Rio+20 is over and now the real work starts

A caricature of Brazilian President Dilma Rousseff with a chain saw illustrates the anger that members of the People’s Summit felt with intergovernmental negotiations. (Reuters)

A caricature of Brazilian President Dilma Rousseff with a chain saw illustrates the anger that members of the People’s Summit felt with intergovernmental negotiations. (Reuters)

The disappointing outcomes of the Rio+20 sustainable development summit last week illustrated the difficulties governments face when they seek high-level, technocratic solutions to deep-seated environmental, economic and social challenges. The green economy was held up as a panacea without confronting the dilemmas about what exactly it means and how it can be delivered.

That civil society groups felt it necessary to have a separate People’s Summit and “reinvent the world” on their own is indicative of a green-economy process that has gone awry. The key role players – civil society, governments and business interests – are not working together effectively in their home environments and this is being played out on the world stage.

Suggestions for establishing a green economy have been discussed for a while and involve a range of sectors such as renewable energy, waste and water management, urban regeneration, transport and infrastructure development.
The social benefits from adopting a green economy are seen as numerous, such as providing access to electricity and water, safer travel, cheaper food, more comfortable homes and better neighbourhood surroundings.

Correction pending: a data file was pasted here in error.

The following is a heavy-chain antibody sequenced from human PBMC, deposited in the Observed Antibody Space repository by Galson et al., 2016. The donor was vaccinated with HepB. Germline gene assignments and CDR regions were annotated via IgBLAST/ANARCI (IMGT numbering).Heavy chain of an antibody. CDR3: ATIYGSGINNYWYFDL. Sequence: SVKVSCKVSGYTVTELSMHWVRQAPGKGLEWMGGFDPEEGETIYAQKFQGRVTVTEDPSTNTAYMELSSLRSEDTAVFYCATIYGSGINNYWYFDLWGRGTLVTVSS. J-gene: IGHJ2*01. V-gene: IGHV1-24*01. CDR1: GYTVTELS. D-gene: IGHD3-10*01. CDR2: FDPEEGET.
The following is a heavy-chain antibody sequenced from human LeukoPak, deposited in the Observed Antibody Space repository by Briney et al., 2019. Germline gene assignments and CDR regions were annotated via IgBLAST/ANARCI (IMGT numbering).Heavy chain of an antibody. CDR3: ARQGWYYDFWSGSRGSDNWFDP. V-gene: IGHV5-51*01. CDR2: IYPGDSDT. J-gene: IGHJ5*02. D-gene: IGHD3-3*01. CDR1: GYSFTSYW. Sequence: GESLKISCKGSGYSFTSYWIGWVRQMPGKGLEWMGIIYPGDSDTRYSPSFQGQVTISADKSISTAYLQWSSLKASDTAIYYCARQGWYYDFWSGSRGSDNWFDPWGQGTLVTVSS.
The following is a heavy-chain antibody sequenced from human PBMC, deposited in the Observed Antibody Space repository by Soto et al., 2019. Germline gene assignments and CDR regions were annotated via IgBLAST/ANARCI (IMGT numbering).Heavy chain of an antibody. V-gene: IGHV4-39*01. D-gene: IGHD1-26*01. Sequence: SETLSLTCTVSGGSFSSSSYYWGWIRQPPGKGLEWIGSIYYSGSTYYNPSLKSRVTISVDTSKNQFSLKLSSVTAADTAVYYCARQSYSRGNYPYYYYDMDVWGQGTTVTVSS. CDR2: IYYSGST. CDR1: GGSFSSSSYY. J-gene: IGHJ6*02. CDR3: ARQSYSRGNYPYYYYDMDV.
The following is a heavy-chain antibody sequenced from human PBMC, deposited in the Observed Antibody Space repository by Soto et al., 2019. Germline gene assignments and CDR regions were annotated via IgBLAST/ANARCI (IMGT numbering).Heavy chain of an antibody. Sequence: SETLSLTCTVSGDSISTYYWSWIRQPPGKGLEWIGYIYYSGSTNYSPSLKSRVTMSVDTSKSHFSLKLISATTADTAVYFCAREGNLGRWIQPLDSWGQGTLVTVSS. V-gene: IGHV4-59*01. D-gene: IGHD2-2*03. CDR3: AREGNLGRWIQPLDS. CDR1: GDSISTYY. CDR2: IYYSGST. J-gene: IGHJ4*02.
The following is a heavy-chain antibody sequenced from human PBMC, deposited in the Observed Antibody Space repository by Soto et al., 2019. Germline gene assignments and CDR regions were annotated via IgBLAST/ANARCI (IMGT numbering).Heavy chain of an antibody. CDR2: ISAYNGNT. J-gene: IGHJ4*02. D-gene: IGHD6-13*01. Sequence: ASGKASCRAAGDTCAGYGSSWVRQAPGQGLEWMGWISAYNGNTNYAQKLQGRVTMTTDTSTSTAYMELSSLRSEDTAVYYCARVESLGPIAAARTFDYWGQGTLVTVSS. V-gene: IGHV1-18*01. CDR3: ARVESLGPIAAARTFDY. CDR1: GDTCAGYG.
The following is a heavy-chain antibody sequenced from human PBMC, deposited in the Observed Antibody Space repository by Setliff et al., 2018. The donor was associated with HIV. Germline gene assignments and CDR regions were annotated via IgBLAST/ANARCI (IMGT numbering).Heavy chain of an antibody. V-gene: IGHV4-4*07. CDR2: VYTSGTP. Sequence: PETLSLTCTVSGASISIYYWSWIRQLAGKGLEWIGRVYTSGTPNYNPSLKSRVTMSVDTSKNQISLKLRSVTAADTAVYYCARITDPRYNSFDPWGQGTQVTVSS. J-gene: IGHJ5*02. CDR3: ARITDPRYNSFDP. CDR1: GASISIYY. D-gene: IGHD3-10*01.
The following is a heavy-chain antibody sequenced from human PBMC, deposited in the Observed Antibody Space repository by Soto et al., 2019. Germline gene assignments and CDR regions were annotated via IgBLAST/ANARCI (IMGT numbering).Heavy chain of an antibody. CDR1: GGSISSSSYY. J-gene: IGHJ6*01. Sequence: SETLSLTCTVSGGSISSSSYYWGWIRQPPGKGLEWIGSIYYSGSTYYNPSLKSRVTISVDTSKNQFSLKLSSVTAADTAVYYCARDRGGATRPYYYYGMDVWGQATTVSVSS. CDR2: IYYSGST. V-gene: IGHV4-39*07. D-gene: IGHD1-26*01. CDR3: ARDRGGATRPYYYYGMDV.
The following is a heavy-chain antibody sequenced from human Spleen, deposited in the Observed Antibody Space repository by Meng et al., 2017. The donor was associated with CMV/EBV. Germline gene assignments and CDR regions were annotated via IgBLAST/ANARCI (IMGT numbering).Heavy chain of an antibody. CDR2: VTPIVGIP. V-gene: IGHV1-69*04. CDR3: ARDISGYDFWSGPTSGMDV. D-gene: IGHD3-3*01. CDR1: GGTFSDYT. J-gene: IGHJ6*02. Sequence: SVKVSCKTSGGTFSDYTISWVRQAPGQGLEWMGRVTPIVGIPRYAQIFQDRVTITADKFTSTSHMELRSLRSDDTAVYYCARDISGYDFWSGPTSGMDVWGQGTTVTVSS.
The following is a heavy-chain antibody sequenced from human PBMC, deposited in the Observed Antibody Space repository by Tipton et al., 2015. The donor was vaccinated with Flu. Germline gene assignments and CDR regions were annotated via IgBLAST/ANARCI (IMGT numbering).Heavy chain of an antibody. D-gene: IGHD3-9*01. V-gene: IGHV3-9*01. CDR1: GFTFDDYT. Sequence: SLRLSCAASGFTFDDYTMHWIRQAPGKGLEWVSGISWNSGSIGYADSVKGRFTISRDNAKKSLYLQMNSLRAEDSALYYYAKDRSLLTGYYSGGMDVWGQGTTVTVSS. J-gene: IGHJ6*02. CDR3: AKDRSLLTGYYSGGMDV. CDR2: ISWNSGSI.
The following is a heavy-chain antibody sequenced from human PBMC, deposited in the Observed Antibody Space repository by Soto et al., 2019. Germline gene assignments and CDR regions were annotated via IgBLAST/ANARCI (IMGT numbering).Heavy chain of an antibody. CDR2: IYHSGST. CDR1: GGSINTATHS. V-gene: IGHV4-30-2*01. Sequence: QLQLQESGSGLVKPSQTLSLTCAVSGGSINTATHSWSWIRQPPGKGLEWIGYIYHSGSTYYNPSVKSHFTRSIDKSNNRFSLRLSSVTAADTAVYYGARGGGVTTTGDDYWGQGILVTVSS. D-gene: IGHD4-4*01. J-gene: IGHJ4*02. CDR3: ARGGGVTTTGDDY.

A properly negotiated green economy has the potential to invigorate the South African economy and ­create substantial jobs where they are most needed, but it requires some tough value choices by consumers, environmentalists, government and business alike. These have to be made in particular contexts with very real financial, environmental and social constraints.

The road to the green economy will not be easy. It will require all role-players, especially dissenting voices, to be included in the arguments and heated debates about setting priorities. We will need carefully targeted public and private investments that are sensitive to specific social concerns and particular environmental constraints.

No blueprint
A veteran Vietnamese activist made an important point last week in saying that one should talk about “green economies” rather than the “green economy”. There is no blueprint for the green economy because it will require different kinds of interventions in different contexts, depending on environmental conditions, social problems and the resources available.

Several hard choices have to be made. First, environmentalists can no longer restrict the agenda to protecting biodiversity, cutting carbon emissions and consuming fewer natural resources. Green-economy initiatives must chime with the pressing needs of the poor and unemployed who cannot be expected to pay for decades of overconsumption by the affluent.